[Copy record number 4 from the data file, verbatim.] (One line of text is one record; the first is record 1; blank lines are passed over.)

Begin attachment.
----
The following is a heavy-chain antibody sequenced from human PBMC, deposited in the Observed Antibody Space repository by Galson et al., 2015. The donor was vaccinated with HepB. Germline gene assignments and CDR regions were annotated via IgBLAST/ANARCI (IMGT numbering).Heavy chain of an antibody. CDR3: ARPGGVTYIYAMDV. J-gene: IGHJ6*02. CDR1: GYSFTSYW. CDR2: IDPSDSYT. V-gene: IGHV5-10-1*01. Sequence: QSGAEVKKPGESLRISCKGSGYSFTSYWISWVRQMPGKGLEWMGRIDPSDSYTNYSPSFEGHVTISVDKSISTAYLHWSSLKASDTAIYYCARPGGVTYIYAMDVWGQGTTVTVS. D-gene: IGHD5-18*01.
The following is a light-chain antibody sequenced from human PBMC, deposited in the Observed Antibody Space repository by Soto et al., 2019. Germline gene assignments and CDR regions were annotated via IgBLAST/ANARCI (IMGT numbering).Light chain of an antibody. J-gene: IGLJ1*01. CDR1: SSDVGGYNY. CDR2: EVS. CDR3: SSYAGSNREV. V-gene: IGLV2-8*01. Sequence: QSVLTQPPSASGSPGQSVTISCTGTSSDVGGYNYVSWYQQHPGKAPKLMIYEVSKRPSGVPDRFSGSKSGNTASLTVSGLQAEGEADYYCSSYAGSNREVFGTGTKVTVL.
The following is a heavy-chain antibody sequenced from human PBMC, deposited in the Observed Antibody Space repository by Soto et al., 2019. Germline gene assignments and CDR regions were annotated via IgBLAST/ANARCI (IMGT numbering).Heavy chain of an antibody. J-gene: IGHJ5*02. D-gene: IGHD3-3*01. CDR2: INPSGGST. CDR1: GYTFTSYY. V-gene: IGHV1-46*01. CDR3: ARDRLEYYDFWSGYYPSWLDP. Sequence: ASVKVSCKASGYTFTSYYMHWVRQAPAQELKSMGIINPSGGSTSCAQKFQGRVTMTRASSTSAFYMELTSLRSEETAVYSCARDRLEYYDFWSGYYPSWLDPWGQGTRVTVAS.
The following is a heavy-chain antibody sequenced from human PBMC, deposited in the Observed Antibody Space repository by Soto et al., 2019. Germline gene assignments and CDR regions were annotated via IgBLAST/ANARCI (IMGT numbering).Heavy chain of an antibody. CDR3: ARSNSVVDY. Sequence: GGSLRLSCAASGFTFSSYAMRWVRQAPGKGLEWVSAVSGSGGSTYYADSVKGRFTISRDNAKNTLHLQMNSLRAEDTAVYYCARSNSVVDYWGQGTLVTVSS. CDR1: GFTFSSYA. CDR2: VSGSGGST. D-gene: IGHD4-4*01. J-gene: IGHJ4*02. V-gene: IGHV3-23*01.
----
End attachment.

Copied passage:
The following is a heavy-chain antibody sequenced from human PBMC, deposited in the Observed Antibody Space repository by Soto et al., 2019. Germline gene assignments and CDR regions were annotated via IgBLAST/ANARCI (IMGT numbering).Heavy chain of an antibody. CDR3: ARSNSVVDY. Sequence: GGSLRLSCAASGFTFSSYAMRWVRQAPGKGLEWVSAVSGSGGSTYYADSVKGRFTISRDNAKNTLHLQMNSLRAEDTAVYYCARSNSVVDYWGQGTLVTVSS. CDR1: GFTFSSYA. CDR2: VSGSGGST. D-gene: IGHD4-4*01. J-gene: IGHJ4*02. V-gene: IGHV3-23*01.